Severe Weather on a Skoolie

Mike and I are no strangers to severe weather. We grew up in Florida where afternoon thunderstorms are the norm during the spring, summer, fall…we get a brief break during “winter”. So we have a lot of experience with different types of severe weather and that combined with my general paranoia and need for backup plans and research means that we have safety plans in place for a lot of different weather situations. Let me just say that bad weather never used to bother me. Buuuuuuuut, bad weather on the bus is a totally different story. It feels like there is so little between you and nature. It really can be quite unnerving. Plus, you know, loud and leaky.

So, what do we do if we get caught in bad weather while on the bus?

First of all, we stay very well informed about the weather and what it’s looking like over the next few days. I run two separate apps on my phone- Weather Underground for its easy to use interface (it’s great for every day weather checking) and the National Weather Service’s app which has more detailed information (it has all the information from NOAA [National Oceanic and Atmospheric Administration])- that run continuously. Both of them are tied to my GPS location so they update as I move and they both send alerts if anything pops up. We are also planning on getting a weather radio. They are fairly cheap and are available from a variety of places and as long as they have the NOAA stations are great things to have. Those will also alert you if some weather hazard pops up in your area.

If we are on the road, and we have the ability to, it’s always a safer idea to just avoid the problem area. Skoolies and RVs are not great shelters in severe weather so the absolute safest option is to avoid severe weather all together. If we can’t avoid severe weather here is what we do:

Let’s move from least serious to OH MY GOD DOOM IS UPON US.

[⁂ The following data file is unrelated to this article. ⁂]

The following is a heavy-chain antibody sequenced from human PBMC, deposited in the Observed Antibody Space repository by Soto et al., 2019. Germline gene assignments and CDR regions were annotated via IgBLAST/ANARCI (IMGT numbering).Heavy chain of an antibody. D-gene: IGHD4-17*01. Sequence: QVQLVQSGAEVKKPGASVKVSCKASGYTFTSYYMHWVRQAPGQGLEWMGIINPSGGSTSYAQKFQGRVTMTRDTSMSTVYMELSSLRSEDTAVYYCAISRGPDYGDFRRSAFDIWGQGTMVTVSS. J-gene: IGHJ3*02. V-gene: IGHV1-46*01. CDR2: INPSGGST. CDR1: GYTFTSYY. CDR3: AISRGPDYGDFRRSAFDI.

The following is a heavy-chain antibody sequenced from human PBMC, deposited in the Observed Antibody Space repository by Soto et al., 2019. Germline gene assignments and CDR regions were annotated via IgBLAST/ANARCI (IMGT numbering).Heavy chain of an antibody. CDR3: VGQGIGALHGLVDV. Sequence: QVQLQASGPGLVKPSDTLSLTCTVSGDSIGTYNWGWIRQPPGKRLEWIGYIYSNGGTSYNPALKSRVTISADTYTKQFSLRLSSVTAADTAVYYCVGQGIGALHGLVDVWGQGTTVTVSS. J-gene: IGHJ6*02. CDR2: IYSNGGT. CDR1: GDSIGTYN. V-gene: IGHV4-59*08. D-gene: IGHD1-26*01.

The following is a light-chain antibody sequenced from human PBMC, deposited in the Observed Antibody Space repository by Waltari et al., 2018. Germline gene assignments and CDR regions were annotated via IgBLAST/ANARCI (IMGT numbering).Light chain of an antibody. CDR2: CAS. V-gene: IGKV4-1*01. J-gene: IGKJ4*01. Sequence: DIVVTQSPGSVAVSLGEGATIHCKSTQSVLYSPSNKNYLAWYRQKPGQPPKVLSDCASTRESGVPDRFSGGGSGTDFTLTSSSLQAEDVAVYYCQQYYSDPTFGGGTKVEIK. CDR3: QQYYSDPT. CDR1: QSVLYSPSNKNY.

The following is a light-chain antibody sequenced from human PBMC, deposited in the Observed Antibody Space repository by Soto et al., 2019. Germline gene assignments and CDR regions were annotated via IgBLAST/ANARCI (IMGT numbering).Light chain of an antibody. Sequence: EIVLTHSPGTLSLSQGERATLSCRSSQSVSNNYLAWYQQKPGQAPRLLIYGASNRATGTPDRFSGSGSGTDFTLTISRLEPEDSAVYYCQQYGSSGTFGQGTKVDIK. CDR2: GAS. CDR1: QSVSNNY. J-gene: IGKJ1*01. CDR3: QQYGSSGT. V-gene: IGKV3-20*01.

It’s raining. There’s a storm. It begins to hail. Hail is no big deal. Basically, just pull over, out on the hazards, and wait it out. I can’t even begin to imagine what size the hail would have to be to seriously damage the metal of the roof of the bus. Now, hail can precede larger weather events (like tornadoes) so that is something to consider depending on what’s going on with the forecast.

But let’s say that something more serious happens, like a lightning storm. Lightning can be incredibly dangerous. And trust me, I know. Florida is the lightning capital of the USA and we lead the nation in lightning related deaths (go Florida!). There is a lot of cloud-to-ground lightning that occurs during our large afternoon thunderstorms. Luckily for all skoolie people (and school children), school buses make a great Faraday Cage which basically means that if a bolt of lightning should hit the bus, the electricity will disperse along the outside of the bus before discharging into the ground and will leave the interior of the bus and it’s passengers unharmed provided you are not touching any metal inside the bus. What you want to do is pull over, put the windows up (if you can get to them), and put your hands in your lap and wait for the all clear. We would also need to tuck our feet up off the floor since the floor in the driver’s area is just bare metal. We also would need to move closer together to prevent touching the metal instrument panel next to the driver, the bar for the door, or the dash all of which are metal on our bus. It is actually safer to be inside the bus than outside in a lightning storm.